I have been meaning to alert the masses to this band for a while.
As far as I can tell, VPN (or "Very Pleasant Neighbor") released just two albums-this being the first.
This is one of those groups that seemed to emerge from the ether fully formed: no timidity, no areas requiring growth, no derivitiveness, no's all toned and honed.
The writing reminds me a bit of "She Said She Said" era John Lennon--taking all sorts of melodic risks-veering off at unexpected angles before resolving into something surprisingly lean and accessible (See tracks like "Patty Hearst", "Skywriting", and "Submarine").
Eleanor (Has Four Arms)--which includes lyrics like:
"Eleanor, you've traded your two legs;
Eleanor, your two legs for two arms"
and "She Has A Leak" showcase the band's knack for dark surrealist/ psychedelic scene-setting. There's always something...a looming threat...just below the surface, and it will keep you on the edge of your seat. A big ol' toothy barracuda smile coming up to snip-snip your toe-tips. Well played, VPN- very well played.

Link to the album on Spotify:

Band photo by Elain Ahn


Saturday, August 25, 2018

The Liar's Club-Drop Dead. (1994)

(Photographs by Steve McElrath; Design by Ben Thompson with Jayson Jarmon)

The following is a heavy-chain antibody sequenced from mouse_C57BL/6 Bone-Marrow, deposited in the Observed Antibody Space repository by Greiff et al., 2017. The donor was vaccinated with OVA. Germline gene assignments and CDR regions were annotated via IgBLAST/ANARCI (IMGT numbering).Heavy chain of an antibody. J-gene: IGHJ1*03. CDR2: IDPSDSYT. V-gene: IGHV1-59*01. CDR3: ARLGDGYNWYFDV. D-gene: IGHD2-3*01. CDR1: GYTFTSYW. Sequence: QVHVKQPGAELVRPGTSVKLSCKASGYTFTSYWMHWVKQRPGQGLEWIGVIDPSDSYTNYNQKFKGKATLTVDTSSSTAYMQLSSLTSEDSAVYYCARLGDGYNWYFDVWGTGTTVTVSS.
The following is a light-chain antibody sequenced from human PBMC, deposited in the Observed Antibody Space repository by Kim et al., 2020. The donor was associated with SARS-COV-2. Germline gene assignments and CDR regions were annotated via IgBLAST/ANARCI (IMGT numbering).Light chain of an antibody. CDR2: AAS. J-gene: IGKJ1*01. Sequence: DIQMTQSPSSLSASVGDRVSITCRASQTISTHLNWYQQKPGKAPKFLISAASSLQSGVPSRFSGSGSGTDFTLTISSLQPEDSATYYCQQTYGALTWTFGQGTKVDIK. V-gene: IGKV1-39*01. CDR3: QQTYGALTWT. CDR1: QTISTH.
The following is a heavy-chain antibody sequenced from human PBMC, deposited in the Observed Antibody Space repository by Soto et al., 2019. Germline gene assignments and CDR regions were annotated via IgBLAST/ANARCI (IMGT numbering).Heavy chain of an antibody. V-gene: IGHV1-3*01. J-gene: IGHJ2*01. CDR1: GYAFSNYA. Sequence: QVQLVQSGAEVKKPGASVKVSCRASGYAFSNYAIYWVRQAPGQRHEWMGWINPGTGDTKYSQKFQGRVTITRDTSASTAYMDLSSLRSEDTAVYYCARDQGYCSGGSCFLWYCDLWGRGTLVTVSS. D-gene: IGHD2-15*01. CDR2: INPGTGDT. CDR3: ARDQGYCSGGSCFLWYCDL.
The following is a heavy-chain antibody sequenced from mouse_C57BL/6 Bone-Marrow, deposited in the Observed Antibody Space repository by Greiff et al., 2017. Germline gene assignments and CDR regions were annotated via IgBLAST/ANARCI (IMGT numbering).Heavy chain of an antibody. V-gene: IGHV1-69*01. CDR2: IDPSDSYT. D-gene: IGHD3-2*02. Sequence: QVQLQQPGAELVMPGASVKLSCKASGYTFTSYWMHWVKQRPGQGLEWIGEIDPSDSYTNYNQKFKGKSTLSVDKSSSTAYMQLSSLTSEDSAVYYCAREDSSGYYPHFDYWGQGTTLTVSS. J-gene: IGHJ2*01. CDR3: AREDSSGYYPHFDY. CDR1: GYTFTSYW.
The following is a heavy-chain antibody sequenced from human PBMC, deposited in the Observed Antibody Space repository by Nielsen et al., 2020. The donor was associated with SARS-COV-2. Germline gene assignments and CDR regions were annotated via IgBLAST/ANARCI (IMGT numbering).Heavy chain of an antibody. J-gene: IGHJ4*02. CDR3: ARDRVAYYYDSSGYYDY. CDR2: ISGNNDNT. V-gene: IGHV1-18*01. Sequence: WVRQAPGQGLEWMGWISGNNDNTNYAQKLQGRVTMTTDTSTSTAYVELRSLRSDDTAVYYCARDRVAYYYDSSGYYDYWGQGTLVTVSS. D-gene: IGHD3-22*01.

With songs referencing Fred Astaire, Holly Golightly, and Elvis (almost added "Twin Peaks" to the list, but actually that was pretty current at the time...and has indeed become very current again), The Liar's Club always seemed a bit before their time (even the name appears to have come from a 60's/70's game show). That's not necessarily a bad thing for a pop/ rock group of their ilk, but it is always a looming presence. Fortunately The Liar's Club don't spend much time pining over some "golden era gone by"; they spend their reverential energy on crafting pop hooks with the same care and attention to detail as their forefathers (Lennon, McCartney, Emmit Rhodes, Ray and Dave Davies...) and adding that distinctly 90's "tang". Unfortunately, as the Wikipedia article points out, these guys were from the Seattle area (Tacoma to be exact), and everybody knows what the Seattle zeitgeist was in the early 90's (and yes, it was frickin' awesome!)...and it wasn't this (frickin' awesome in a different way). Sometimes this "band against the world" ethos surfaces in subtle ways-perhaps most pointedly on the wonderful "Whatever..." which appears to poke fun at the hip "affected cynicism" of the time ("Whatever I say, whatever I do,  "whatever" is all I ever get from you..."). It skips along on the legs of a melody that would have sounded as good now as in 1967...or, for that matter, probably as good as it would have sounded at the time the first Ichthyostega pulled itself from the primeval seas and drew its first gasping breaths- easing itself forward on it's newly evolved forelimbs under the hot Devonian sun."Fred Astaire", "Triage", and "The Redundant Romantic Fool" are other can't miss moments.